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Re: directions in Fedora desktop project



On Wed, 2006-11-29 at 17:17 +0100, Thilo Pfennig wrote:

> What does that mean? The experience was that because there was no CLA
> the users had full copyrights. Now if people contribute under CLA&OPL
> Red Hat can relicense this stuff, because they not only have the content
> licensed under OPL, but they also do have the full copy right. So they
> can relicense under different free licenses or do what they want with it.

Without the CLA, there is no guarantee that a user will not subsequently
attempt to revoke Fedora's permission to use their contribution.  This
may or may not work in court, but it's certainly been tried elsewhere
(cough, SCO) and it's a hassle we don't really feel like dealing with.

The CLA is a very small contract to ensure that the contribution to free
software is non-revokable, and that the contributor actually has the
right to contribute the things they contribute.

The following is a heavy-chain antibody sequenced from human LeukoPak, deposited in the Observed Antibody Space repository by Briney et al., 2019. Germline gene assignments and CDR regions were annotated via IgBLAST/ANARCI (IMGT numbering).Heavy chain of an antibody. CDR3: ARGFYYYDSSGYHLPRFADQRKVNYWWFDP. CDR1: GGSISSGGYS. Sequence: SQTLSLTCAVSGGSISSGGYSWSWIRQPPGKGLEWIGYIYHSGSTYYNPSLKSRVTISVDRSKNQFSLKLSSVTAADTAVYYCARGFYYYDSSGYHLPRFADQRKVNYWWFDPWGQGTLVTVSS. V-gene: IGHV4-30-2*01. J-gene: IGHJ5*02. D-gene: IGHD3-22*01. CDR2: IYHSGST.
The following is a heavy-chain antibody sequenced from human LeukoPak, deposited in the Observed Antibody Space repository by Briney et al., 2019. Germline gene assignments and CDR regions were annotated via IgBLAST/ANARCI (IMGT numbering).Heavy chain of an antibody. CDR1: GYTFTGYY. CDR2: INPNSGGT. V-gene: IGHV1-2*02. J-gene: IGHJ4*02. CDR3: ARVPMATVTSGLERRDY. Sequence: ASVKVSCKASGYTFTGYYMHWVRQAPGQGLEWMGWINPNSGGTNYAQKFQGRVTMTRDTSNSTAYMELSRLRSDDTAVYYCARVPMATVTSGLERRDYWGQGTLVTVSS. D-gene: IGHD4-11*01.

As for your other assertion:

> I understand that the CLA has no effect on what I can do with my
> contributions, but it has a great effect on what others can do with my
> works. Everybody can take the content in the wiki and use iot by that
> license, but Fedora and Red Hat can take the content and make it
> proprietary.

No.  We.  Can't.

Grant of license does _not_ mean assignment of copyright.  Microsoft
grants you a copyright license to use Vista in exchange for some
quantity of currency; they do not give you ownership of the code.  The
parallel here should be obvious.

> What then would you see is the main purpose of the CLA and why do you
> think it is now not enough to publish my content under a free license?
> What's next? The kernel developers sign a CLA to Linus Torvalds so he
> can republish the kernel under whatever conditions he thinks are good?

The irony here is that the kernel has a corresponding mechanism to
Fedora's CLA.  It's called Signed-Off-By: and it accompanies _every_
changeset.  Fedora just does it once up front.

- ajax


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